Why Do Some Hand Sanitizers Smell Bad?
These days, with concerns of contracting COVID-19, we’re all using hand sanitizer a little more liberally than we have in the past.
While this is great for killing germs, it comes with some drawbacks if your sanitizer doesn't have the greatest smell. Some say their hand sanitizer smells like tequila or rum. While others claim a farty aroma that is repulsive for a hand sanitizer.
Most effective hand sanitizers use alcohol as an active ingredient, usually at a minimum of 60% composition as the FDA mandates.
Depending on what type of alcohol is used, where and how it’s sourced, and what agents are used to mask the smell, you may encounter a host of different smells for your sanitizer--some of which may be a little unpleasant.
Here are some reasons why your hand sanitizer might smell bad, and how to resolve the issue.
Why Does Some Hand Sanitizer Smell Bad?
Alcohol Hand Sanitizers
Many hand sanitizers use ethanol as the active ingredient, which is distilled from natural sources like sugar or corn. This distillation process creates organic compounds like aldehydes and carboxyls that synthetic alcohols do not have, which give ethanol its characteristic scent, which isn't always too appealing.
Isopropyl alcohol, more commonly known as rubbing alcohol, is generally not sourced from the same materials so it doesn’t carry the same aromas associated with ethanol distillation.
It has a much harsher, classically "alcohol" scent and, therefore, is generally used to supplement ethanol, and not as the main alcohol in sanitizers but can still pack a punch.
The organic compounds in ethanol often don’t have a very pleasant odor, so fragrance oils and/or essential oils are added. Essential oils containing terpenes like limonene are very fragrant. This combination of terpenes, carboxyls, and aldehydes is also found in certain ethanol-based liquors like Tequila.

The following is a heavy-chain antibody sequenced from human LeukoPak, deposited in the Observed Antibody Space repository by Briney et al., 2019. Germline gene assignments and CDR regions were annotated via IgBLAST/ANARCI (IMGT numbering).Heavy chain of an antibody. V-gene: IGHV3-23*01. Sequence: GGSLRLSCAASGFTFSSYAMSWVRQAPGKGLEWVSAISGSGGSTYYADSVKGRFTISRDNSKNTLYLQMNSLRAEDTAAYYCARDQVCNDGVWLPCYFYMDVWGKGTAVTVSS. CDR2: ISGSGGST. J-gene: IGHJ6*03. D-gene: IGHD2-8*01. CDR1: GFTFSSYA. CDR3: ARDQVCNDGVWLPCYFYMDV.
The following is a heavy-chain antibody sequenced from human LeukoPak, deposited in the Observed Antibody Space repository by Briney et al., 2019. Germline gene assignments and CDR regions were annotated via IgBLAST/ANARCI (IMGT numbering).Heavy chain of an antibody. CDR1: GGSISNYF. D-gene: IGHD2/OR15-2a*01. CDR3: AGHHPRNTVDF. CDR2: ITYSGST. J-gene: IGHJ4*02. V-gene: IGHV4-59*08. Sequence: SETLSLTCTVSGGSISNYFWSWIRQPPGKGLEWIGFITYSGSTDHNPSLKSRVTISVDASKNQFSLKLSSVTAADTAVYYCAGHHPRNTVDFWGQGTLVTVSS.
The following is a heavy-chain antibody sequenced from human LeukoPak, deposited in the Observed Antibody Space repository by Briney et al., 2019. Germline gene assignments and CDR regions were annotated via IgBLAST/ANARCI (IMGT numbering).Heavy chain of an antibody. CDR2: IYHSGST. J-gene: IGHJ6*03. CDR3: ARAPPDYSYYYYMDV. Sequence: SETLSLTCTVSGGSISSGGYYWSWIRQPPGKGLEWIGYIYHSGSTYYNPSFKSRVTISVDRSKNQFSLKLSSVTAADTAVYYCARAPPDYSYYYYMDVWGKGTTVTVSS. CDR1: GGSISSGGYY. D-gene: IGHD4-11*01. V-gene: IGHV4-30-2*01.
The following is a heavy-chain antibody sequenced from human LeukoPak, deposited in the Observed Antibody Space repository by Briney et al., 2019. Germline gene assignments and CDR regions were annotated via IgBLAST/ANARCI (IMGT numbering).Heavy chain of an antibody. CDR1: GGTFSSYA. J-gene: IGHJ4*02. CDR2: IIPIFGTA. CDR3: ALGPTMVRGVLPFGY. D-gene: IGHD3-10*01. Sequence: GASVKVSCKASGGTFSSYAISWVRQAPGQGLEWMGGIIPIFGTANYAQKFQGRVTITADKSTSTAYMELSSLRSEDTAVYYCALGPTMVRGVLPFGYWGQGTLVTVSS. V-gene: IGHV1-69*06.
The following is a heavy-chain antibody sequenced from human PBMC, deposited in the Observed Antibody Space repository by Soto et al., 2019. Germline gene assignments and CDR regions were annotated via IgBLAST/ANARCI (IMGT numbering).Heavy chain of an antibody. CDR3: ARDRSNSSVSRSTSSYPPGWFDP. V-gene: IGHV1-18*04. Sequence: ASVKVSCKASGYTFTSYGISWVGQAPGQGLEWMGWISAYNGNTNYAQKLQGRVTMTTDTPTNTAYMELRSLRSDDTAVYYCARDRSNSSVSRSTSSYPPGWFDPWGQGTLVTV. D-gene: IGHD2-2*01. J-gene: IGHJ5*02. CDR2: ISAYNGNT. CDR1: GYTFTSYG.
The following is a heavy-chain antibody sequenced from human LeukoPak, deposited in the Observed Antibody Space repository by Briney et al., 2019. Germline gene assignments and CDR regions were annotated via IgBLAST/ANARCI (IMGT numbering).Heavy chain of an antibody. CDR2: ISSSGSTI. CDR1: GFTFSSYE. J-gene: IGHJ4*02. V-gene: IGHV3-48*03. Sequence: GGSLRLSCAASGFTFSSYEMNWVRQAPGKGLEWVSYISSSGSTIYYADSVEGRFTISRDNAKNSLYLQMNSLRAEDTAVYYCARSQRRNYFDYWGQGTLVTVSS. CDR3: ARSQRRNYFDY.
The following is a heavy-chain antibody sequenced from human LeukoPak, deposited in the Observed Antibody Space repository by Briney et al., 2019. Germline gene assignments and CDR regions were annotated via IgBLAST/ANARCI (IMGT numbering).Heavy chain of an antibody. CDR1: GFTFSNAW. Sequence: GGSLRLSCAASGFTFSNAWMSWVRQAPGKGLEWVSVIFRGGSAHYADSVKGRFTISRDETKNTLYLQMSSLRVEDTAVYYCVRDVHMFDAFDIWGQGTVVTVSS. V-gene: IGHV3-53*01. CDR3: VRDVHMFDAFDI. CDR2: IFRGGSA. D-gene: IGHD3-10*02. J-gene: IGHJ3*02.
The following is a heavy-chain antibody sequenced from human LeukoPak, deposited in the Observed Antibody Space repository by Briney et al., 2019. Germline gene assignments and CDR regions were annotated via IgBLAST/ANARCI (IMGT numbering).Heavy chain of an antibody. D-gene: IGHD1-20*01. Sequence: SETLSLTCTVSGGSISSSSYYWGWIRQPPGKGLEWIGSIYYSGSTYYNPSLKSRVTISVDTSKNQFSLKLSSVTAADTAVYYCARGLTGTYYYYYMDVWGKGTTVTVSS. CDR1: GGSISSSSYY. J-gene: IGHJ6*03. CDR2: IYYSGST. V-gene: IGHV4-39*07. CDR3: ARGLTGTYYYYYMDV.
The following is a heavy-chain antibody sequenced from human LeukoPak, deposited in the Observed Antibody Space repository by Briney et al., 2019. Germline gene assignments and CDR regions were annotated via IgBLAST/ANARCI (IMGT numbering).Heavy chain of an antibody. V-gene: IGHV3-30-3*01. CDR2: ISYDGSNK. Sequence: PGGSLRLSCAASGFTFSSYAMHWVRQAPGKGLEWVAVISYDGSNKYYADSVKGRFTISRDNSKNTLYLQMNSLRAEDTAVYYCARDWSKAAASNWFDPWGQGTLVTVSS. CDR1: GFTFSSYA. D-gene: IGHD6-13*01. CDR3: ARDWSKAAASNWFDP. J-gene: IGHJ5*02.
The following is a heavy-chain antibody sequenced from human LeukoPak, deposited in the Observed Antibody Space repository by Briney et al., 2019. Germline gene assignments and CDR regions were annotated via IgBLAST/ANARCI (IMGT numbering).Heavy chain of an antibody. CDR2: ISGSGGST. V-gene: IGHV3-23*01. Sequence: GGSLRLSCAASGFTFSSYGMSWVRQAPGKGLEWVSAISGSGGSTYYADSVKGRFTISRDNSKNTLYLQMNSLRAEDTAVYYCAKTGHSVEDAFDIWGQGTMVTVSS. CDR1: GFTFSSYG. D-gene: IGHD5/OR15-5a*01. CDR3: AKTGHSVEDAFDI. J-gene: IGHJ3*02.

It's important to examine the quality of the fragrance oil or essential oil being used to mask the smell of alcohol.
Subpar fragrance oil or a diluted, impure essential oil will be further diluted when added to a sanitizer, greatly diminishing the scent and lessening its ability to mask the alcohol odors.
Besides this, the aroma of the particular oil may be unpleasant to begin with, thus contributing to the foul scent.
Other Factors To Consider
Apart from the alcohol and fragrance quality, other factors to consider when you find your hand sanitizer smell lacking is the packaging. Often, certain plastics used for bottling have a factory manufactured scent to them. This can be attributed to the chemicals and compounds used to make the plastic, and aren't always very attractive smelling.
Heat and temperature can cause your hand sanitizer to smell. But why?
Conditions during shipment play a role in the smell of your hand sanitizer. Extreme heat can soften or break down the plastic bottle of your hand sanitizer.
Heating certain plastics containers can cause the release of aromatic chemicals that often smell like burned plastic. The chemically plastic smell will eventually infuse with your hand sanitizer.
Heat can also affect the sanitizer components themselves by causing evaporation or chemically changing its structure.
How To Choose Good Hand Sanitizer
An effective hand sanitizer's main function is to kill the bacteria on your hand. But an important secondary concern is how the hand sanitizer leaves your hands feeling and smelling. Especially since we're less likely to reapply if it dries out our skin or has an unpleasant scent. People generally like (of course) for things applied to our skin and bodies to smell good.
So how do you pick a good sanitizer?
- Make sure you're buying from a reputable source. Your sanitizer brand should follow all the FDA's guidelines for an effective sanitizer.
- Try to pick one that uses pure essential oils or natural fragrance oils for scent. Artificial scents aren't always universally appealing.
- Check that there's no damage to the packaging to limit the chance that something occurred during transit.
Choose your sanitizer wisely, and avoid being stuck with a hand sanitizer that smells bad. Remember, though, that the main focus of a hand sanitizer purchase should be safety and efficacy.